Given the movement of birds seen last week, now would be a good time to look for Shags, especially if you live near a reservoir or large body of fresh water. Shags are slightly smaller than Cormorants and have a thinner neck and a slimmer bill that they tend to hold slightly raised, especially when swimming. Feeding birds leap out of the water to dive for fish, whereas Cormorants do this less often, preferring to just slink below the surface. You can learn more about how to separate these species in our Cormorant and Shag Bird ID video

The weather for the coming weekend looks to be split across the country, with mixed conditions for migration. A low-pressure system will bring south-westerly winds for southern and western regions, and easterly and north-easterly winds for much of northern England and Scotland, all accompanied by frequent spells of rain.

Clearer skies, shorter days, and colder temperatures in north-western Europe will continue to signal to birds that it’s time to head south for winter – expect to see more Redwings and Fieldfares as well as finches like Bramblings, and look out for unusual passerines like Siberian Chiffchaffs.

Scotland and northern England will likely receive the majority of migrant birds from north-western Europe as clearer skies, shorter days, and colder temperatures in that region continue to signal to birds that it’s time to head south for winter. Expect another arrival of Redwings and Fieldfares, as well as more Goldcrests, and finches such as Bramblings.

Any Chiffchaff you see at this time of year is worth scrutinising: it could be a Siberian Chiffchaff Phylloscopus collybita tristis. This subspecies of the Chiffchaff breeds, as its name suggests, across the Siberian taiga, and is paler in appearance than our ‘usual’ Chiffchaff, P. collybita. Key identification features include its plumage, which is a buff colour over much of the body, the legs and bill, which are strikingly dark, and the supercilium (stripe over the eye), which lacks any yellowish tones. The Siberian Chiffchaff’s call is a short, weak “peep” that is squeakier in tone than a Chiffchaff’s more fluting, ascending “swiit”.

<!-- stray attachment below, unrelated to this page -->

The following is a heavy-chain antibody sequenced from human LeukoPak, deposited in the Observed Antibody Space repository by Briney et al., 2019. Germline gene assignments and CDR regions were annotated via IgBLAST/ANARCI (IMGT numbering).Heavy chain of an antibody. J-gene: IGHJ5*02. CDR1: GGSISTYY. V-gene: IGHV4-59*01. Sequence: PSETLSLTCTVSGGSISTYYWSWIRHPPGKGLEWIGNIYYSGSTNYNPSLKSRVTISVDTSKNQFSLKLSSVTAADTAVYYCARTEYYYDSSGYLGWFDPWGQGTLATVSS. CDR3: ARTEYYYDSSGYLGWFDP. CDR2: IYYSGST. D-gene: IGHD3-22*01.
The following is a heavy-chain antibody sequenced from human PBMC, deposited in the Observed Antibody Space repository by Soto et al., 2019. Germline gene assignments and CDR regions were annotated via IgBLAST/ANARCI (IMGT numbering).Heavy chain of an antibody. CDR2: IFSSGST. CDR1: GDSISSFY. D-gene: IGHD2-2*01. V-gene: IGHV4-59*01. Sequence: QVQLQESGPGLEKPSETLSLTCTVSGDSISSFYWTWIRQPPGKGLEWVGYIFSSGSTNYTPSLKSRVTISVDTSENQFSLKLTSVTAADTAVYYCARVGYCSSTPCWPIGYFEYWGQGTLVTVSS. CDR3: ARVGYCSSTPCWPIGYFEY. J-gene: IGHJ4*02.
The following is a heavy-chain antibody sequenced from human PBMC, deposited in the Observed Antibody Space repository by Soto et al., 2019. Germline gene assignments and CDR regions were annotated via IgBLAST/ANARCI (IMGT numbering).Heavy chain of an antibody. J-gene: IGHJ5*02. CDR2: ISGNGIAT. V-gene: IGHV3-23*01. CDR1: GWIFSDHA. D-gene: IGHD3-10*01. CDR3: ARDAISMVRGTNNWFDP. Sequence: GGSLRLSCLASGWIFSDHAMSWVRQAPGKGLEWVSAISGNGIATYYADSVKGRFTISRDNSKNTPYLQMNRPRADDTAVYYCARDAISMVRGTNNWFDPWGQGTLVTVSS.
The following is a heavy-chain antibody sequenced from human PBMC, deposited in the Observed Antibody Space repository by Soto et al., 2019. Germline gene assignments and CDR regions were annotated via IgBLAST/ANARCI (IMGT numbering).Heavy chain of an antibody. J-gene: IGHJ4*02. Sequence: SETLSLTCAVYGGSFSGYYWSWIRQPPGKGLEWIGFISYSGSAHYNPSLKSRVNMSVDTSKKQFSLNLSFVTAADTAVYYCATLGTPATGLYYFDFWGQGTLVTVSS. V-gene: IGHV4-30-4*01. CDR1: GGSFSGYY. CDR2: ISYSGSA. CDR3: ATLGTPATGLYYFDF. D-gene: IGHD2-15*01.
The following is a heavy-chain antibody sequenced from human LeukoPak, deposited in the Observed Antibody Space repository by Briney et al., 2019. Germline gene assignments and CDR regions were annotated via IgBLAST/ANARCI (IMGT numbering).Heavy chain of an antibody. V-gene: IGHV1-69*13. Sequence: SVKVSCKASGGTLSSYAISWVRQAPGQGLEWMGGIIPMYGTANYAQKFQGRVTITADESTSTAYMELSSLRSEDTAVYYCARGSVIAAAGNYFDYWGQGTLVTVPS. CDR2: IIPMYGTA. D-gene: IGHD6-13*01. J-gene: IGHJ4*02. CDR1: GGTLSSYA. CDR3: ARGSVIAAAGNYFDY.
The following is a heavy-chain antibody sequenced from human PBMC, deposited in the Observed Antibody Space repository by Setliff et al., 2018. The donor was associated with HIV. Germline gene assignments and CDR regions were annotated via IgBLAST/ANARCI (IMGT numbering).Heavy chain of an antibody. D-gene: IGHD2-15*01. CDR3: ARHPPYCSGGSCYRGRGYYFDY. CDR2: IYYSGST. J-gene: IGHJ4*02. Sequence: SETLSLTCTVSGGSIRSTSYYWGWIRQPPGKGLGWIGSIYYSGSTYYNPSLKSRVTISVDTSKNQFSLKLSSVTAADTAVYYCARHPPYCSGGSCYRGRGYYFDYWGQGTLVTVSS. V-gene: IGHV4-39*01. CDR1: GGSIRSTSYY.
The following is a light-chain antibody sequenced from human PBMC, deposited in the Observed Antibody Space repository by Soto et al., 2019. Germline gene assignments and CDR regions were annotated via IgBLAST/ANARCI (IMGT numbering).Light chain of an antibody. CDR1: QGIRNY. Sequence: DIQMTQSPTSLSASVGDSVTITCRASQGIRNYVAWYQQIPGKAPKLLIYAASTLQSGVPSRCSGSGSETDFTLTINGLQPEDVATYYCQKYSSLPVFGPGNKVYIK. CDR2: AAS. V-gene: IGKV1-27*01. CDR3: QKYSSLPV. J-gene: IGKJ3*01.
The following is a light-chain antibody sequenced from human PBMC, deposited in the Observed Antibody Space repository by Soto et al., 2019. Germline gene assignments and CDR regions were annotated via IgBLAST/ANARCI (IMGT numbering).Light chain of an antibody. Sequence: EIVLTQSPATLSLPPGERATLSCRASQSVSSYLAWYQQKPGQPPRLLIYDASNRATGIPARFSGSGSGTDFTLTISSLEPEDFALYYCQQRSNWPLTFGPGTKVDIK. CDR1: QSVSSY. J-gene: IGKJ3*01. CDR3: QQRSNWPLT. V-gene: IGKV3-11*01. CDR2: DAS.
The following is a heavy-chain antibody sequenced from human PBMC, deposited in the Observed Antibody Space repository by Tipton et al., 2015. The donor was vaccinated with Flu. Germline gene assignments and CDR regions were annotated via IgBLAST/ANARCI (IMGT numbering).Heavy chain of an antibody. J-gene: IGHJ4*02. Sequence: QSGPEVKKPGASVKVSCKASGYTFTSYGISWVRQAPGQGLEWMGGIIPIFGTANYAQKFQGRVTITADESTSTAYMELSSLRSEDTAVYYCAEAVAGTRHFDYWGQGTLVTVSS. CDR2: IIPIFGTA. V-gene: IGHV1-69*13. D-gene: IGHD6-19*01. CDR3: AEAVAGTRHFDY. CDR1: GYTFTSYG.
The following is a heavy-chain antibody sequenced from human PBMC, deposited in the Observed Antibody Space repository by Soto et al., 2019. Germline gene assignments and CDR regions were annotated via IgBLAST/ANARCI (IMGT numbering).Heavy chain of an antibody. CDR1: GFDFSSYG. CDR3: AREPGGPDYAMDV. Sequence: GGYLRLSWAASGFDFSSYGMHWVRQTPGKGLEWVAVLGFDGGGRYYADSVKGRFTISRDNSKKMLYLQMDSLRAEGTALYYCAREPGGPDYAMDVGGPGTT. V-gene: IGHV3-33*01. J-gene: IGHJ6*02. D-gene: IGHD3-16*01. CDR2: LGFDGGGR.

Common Chiffchaff call

Siberian Chiffchaff call

Starlings from all across north-eastern Europe spend the winter in Britain and Ireland. Flocks can often be seen coming in off the sea at this time of the year.

Each winter, our resident population of Starlings is joined by thousands of birds that fly across the North Sea from Continental Europe. Flocks of Starlings coming in low over the sea are a familiar sight for many seawatchers, but can be a bit of a surprise when first witnessed. 

The main breeding grounds of the Starlings that migrate to Britain and Ireland lie approximately east-north-east, with birds coming from Norway, the Low Countries, north Germany, north Poland, and northern Russia. Many of these Continental birds will stay here until March or April before they complete their annual migration cycle and head westward.

Look out for Starling murmurations in the coming weeks – these large, swirling flocks are indubitably a spectacle of nature in winter, and can in fact contain birds from all across northern Europe!

Any calmer spells of weather during the next week should see the rest of passerine migration continue, with finches and thrushes again making up the bulk of the birds on the move. You don’t need to go far to witness this, as birds will be mobile across a wide front. It’s also worth listening out for the calls of birds overhead, as many announce their presence this way.

Sitting in the garden with a cup of tea could result in watching a nice variety of species flying over; why not see how many you can record in 20 minutes?

Send us your records with BirdTrack

Help us track the departures and arrivals of migrating birds by submitting your sightings to BirdTrack.

It’s quick and easy, and signing up to BirdTrack also allows you to explore trends, reports and recent records in your area.

Find out more

Related content